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How BattleTech Hopes To Do Giant Mechs Justice

Learning lessons from XCOM.

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There is no shortage of classic MechWarrior games for PC. MechWarrior 2 was one of the defining 3D action games of the 90s, and MechCommander remains a beloved tactical game among the people who remember it. But you could argue that there’s never been a real BattleTech game, one that faithfully recreated both the tabletop tactical games and the kind of warfare portrayed in in the sourcebooks. The PC games set in the MechWarrior universe all had to make drastic departures.

Now, over thirty years after he created BattleTech, Jordan Weisman is finally getting around to making a PC wargame that does it justice. After successfully reviving the Shadowrun franchise on PC, his company has brought BattleTech to Kickstarter. It’s a descended from the boardgame in ways that the other PC MechWarrior games never could be. I spoke to Weisman about why things would be different this time.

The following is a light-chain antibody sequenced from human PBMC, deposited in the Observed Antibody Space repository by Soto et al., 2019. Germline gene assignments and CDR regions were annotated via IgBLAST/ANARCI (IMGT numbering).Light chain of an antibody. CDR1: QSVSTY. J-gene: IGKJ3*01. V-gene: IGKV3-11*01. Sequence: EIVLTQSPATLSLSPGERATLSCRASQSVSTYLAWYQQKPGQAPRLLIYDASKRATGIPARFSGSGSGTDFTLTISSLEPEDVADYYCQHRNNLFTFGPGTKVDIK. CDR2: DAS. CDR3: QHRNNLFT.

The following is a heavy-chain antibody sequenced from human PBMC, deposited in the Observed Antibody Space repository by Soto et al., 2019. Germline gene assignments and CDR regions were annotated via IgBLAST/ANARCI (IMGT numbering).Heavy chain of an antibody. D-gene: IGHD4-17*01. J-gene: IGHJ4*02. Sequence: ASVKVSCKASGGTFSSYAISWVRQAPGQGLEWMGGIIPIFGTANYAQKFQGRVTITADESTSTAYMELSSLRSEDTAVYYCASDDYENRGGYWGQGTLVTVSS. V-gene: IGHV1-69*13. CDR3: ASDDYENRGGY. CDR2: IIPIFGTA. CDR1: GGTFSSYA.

“This is a turn-based game, and that allows us to dive a little deeper into what makes a mech a mech. When you’re real-time, you have to kind of… not allow the player to dive into that kind of depth because there’d be too much information overflow and decision paralysis,” Weisman said. “But with turn-based [play], we can have the user take that kind of information and micromanage the resources that are so valuable in the game: heat, ammo, understanding the discrete risks-and-rewards of trying pull off a complicated maneuver like a hairpin turn or death from above.”

These were elements that could be too fussy or complicated for action games or real-time tactical games. But they were also what helped make BattleTech an occasionally magical experience, and one that’s never been adequately brought to life on PC.

The greatest game of BattleTech I ever played was the last one. My friend and I would play it all the time in high school, to the point where we’d memorized half the fire tables and all the weapon stats, and could just focus on the Wagnerian spectacle of 180 tons of armored, humanoid war machines methodically dismantling each other with cannon fire, massive particle projects, flocks of missiles, and even bare metal fists.